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We need some heat in here
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The recent massive snowstorm that moved from California across to New England certainly got the nation’s attention. While some Americans dealt with snowfall measured in feet rather than inches, my part of the Northwest simply endured temperatures near zero, night after night. (Where I live, we think of ourselves as human weather stripping, nobly protecting states to the south from Canada.) Either way, we all had a moment, I’m sure, to reflect on the fact that a major change in the weather in late fall will mean a major spike in our heating bills in January.  
The good news is that for folks who are lively and quick, there are two forms of fuel that can be quite cheap. Both require physical work — loading fuel into a heat stove or furnace. One fuel is geologic (rah, team!), the other merely botanical. Both are filthy, which is kind of glorious if you look at it the way I do (although normal people often view such matters differently). Still, let me run them by you as you consider not just this January’s bills, but those you’ll face again and again in all the winters to come.  
Even if you decline to ever depend on these two fuels, the thought of possibly having them in your house may make the utility bills a bit easier to bear. That’s my holiday gift to you.  
Here’s the two-part picture I’ll paint:
I have a woodstove in my living room. It’s not my only source of heat (the backup is a natural gas furnace in the basement). But when it’s zero degrees night after night, I burn a lot of wood. Only if the fire burns out, or the stove just cannot “keep up” with the cold, does the furnace kick in. So, quite simply, I keep my natural gas bills down to reasonable levels by increasing the amount of wood I burn.
There are two routes to getting wood cheaply. One is to use our National Forests as a supply source. (In Europe, as I understand it, you can’t just go cutting down trees in the countryside for your own use. We should never forget how lucky we are to have natural resources we can all access in many parts of this country.) The other free supply is begging wood from your more physically fit friends and relations. That’s my sneaky approach — which works only because those around me are truly decent and kind souls who want to help an old lady with arthritic knees.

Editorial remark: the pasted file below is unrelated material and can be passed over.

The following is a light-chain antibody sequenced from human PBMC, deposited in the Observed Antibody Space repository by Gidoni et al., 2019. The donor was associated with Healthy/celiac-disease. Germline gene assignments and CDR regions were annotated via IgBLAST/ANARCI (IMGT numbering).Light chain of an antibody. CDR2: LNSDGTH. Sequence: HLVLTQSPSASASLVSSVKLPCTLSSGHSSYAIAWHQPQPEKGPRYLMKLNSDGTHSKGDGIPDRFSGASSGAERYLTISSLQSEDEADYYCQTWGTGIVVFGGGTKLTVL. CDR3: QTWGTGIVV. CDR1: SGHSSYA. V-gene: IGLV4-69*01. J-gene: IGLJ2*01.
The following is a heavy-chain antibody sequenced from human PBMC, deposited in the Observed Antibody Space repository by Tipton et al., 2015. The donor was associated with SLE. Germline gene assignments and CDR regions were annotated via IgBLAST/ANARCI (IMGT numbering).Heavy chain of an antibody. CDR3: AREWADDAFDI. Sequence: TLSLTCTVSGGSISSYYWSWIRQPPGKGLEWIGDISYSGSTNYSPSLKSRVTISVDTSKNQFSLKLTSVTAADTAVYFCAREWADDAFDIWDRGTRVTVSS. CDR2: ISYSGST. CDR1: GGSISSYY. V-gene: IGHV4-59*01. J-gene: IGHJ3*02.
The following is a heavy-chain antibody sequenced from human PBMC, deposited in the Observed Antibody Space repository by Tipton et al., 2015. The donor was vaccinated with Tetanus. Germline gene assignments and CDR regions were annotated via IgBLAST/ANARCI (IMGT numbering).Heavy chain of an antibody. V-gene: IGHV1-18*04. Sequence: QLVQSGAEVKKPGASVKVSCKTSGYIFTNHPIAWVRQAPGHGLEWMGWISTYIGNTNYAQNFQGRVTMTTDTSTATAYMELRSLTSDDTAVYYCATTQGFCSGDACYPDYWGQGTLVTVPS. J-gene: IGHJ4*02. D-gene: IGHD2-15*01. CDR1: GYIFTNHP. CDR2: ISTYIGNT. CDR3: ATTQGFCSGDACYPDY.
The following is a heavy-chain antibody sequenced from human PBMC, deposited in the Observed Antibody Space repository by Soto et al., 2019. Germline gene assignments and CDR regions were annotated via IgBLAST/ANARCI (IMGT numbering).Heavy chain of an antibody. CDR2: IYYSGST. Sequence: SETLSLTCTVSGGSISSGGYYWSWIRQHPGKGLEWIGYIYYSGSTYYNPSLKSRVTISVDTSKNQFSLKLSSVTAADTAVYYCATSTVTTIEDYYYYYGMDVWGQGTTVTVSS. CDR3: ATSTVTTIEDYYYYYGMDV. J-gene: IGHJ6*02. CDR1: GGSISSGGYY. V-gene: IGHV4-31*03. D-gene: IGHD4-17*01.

The second cheap source of heat doesn’t require so much physical fitness because it can, depending where you live, arrive at your doorstep by a delivery truck. It is the (rather surprising?) old fuel of King Coal. Don’t laugh: coal keeps many an Amish home warm today, and it’s used by a few other sturdy citizens in several parts of the country.   
If you have access to coal and can meet your local codes, coal burning in modern coal furnaces can be a good way to beat the high cost of heating a home. Coal is cheap heat. And heating with coal is much easier in terms of physical labor than heating with wood, principally because coal comes in smaller pieces than trees do.  
If you seriously consider coal for heating your home — as I did before I put in my woodstove — check out the availability of anthracite coal near you. Anthracite is hard, high-grade coal mined in parts of Appalachia. It’s not so filthy to handle, like Midwestern and western soft coal.  It’s shiny, a bit like graphite (the “lead” in a pencil).   
Anthracite is coal that Mother Nature has (very kindly) heated for us over long pieces of geologic time. The “heat treatment” drives out impurities that we don’t want, so anthracite becomes much better fuel than soft coal. Anthracite burns hot and long — a clear positive when it’s zero outside.   
My pine wood pile (plus labor) kept my place warm during the week-long cold snap — but only just barely. A few bags of anthracite and a sturdier coal stove would have been welcome. Perhaps I should have mentioned that to Santa.
— Dr. E. Kirsten Peters is a native of the rural Northwest, but was trained as a geologist at Princeton and Harvard. Questions about science for future Rock Docs can be sent to This column is a service of the College of Sciences at Washington State University.